All that led to a major cross-asset rally, and November marked the best month for the Bloomberg’s global bond aggregate since December 2008 with a +5.0% return. This trend continued in December with a +4.2% gain, and the index ended the year up +5.7% in total return terms. That was a big turnaround from the situation by the end of October, when it had looked like bonds were set for a third consecutive annual decline. For equities, there was also a very strong year-end rally, and the S&P 500 saw its fastest advance since it rebounded following the initial Covid selloff. That included a +9.1% gain in November in total return terms, which was then followed up by a +4.5% gain in December, which left the index up +26.3% for the year.
However, following the strong year in 2023, the S&P 500 is only up +3% in two years and the Nasdaq is still -2% since the end of 2021 despite the recent rally. The Magnificent 7 are up +9% in two years, but TSLA, AMZN, and GOOGL remain under water since 2021. Long-term Treasuries eked out gains in 2023 (+3%), but remain the worst performing asset class in two years (-26%). Investment-grade corporate bonds also gained 8% in 2023 but are still down 8% in two years. The biggest beneficiaries since the hiking cycle began are gold (+15%) and USD cash (+7%).
Patrick Quensel, Head Investment Advisory
MBaer Investment Approach
Our investment philosophy is achieving long-term performance by following a "risk-first" principlea nd by pursuing a factor investing approach.
The factor investing approach combines top-down macroeconomic views with equity factors such as value, quality, momentum and low volatility, which have historically achieved above-benchmark performance.
Performance and current positioning
As 2023 came to an end, we reflect on the investment decisions and performance of our mandates across the key economic and markets events of the past year. Despite economic uncertainty, central banks restrictive policies, continuation of the Russia-Ukraine conflict, the beginning of the Israel-Hamas war and on the positive side, supported by the rise of generative AI, markets generated very healthy returns. Overall, we generated good absolute and risk-adjusted returns for our clients in 2023, whilst we learnt some investment lessons from the big surprises to our expectations. The current cautious asset allocation (see Chart 1) reflects our 'risk-first' principle, in that we remain broadly cautious across the mandates' strategies (conservative, balanced, dynamic). From a macroeconomic perspective, we believe that central banks will pivot in 2024 but much less than currently priced in by markets. Our long-term forecasts for the Fed funds rates is that they will fluctuate within the 3.0% to 5.0% range for the next decade.
We stay cautious on developed market equities and we are positive on emerging market equities, in general preferring value (relatively cheap assets), minimum volatility (safer assets) and high dividend companies as shown in Chart 1. In fixed income, we increased duration and high quality credit exposure in Q4 last year which strongly contributed to the year performance. We are also invested in short duration high yield and hold a positive view on emerging market local bonds. We maintain an allocation to gold, which strongly contributed to performance last year and commodities. We closed the China equity position early during Q2 last year avoiding the drawdown experienced by the Chinese equity markets.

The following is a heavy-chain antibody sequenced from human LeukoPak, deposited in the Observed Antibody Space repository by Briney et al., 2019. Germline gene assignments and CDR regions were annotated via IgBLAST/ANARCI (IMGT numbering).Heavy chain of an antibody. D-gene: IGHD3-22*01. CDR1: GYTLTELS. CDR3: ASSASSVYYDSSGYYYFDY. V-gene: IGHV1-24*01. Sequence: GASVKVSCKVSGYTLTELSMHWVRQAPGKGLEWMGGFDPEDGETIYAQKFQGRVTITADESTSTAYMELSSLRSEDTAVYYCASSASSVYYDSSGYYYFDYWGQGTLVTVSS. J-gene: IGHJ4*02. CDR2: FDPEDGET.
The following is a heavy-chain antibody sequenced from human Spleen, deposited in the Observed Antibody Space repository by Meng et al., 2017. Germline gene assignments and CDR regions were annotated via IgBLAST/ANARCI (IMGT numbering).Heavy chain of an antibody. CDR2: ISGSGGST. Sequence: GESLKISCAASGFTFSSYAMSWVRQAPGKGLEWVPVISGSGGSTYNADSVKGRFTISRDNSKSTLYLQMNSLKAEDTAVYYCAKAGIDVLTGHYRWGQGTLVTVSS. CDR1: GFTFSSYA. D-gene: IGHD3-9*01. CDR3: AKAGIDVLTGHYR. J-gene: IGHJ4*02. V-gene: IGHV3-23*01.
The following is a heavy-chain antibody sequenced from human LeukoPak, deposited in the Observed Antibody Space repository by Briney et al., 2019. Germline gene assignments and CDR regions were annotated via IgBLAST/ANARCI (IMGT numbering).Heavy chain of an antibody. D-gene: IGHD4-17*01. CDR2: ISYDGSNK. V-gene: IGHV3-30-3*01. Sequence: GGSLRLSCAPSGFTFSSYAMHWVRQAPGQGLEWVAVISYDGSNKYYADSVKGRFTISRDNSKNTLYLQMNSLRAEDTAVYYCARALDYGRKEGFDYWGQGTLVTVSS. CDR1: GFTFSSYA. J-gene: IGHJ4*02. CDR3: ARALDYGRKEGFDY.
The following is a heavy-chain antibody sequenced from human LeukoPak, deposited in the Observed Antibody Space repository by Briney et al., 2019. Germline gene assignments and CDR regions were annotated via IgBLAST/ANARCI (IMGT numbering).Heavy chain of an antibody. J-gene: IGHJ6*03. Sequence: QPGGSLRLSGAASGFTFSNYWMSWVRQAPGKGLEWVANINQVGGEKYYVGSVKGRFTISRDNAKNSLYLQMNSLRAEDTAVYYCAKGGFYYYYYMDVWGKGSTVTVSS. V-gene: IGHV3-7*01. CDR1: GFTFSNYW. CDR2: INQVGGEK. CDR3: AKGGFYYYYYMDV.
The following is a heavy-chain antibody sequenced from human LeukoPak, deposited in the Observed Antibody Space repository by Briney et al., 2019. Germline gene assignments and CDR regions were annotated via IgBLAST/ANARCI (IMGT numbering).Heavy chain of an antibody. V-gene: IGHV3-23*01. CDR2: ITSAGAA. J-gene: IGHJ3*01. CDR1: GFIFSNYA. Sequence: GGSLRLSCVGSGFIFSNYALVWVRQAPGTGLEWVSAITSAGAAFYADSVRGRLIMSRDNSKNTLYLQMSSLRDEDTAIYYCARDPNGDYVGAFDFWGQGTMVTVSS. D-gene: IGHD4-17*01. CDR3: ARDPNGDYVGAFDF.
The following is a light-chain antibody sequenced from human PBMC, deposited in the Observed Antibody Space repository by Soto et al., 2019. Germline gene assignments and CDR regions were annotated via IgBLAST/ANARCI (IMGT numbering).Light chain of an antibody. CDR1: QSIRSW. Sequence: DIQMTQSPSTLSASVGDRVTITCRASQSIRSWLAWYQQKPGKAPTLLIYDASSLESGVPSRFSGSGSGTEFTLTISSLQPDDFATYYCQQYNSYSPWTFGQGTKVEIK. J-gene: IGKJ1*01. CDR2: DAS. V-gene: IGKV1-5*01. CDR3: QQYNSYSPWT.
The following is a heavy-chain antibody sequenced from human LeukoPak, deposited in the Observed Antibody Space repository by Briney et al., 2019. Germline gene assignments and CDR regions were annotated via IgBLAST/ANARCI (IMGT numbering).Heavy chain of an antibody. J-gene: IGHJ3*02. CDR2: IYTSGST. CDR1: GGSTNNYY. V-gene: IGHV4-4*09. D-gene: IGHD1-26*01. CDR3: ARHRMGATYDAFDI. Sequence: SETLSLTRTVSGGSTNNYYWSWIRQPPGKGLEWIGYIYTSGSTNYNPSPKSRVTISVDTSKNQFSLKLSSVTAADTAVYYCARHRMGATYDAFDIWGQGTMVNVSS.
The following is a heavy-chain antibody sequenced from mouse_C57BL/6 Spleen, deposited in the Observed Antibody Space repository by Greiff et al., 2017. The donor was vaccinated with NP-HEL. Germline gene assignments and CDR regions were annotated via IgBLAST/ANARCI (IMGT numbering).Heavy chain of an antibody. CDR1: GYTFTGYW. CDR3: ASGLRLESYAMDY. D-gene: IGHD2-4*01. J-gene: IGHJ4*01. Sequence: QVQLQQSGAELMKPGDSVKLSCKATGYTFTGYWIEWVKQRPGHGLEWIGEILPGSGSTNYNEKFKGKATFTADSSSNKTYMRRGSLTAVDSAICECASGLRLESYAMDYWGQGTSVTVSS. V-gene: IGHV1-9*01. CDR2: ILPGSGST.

Chart 1: GIO Balanced portfolio's asset allocation.
As an illustration of the successful implementation of our investment approach, Chart 2 shows the performance of the portfolio Global Investment Opportunities Balanced in CHF as at end-December 2023, since its inception in July 2021, versus the 732 portfolios monitored by the external company Performance Watcher. Our portfolios strongly outperformed in risk-adjusted terms most of the 732 portfolios and the index (PW mid Risk CHF) assigned by Performance Watcher.
Chart 2 also shows a black dotted line computed by Performance Watcher, which corresponds to the slope of the Sharpe ratio of the benchmark index.
Chart 2: GIO Balanced CHF risk/return profile vs. 732 peers
Francesco Mandalà, Chief Investment Officer
MBaer Factor-Based Asset Allocation
The traditional approach to portfolio construction consists of investments in market-cap-weighted passive and active funds.
Factor investing is somehow between the passive and active investing techniques, targeting specific return drivers (factors) and market betas. The factor strategies typically follow a systematic, rule-based approach and are implemented with low-cost investment vehicles. The factor investment approach is widespread among institutional investors, including family offices, pension funds, insurance companies and Sovereign Wealth Funds (SWFs). As a prominent example, the Norwegian Pension Fund, one of the largest SWFs in the world, pursues a top-down factor investing approach, following the advice of three finance professors - Andrew Ang, William N. Goetzmann and Stephen M. Schaefer. Based on our research, we construct and manage portfolios considering various economic scenarios' impact on the asset classes' returns and risk profiles.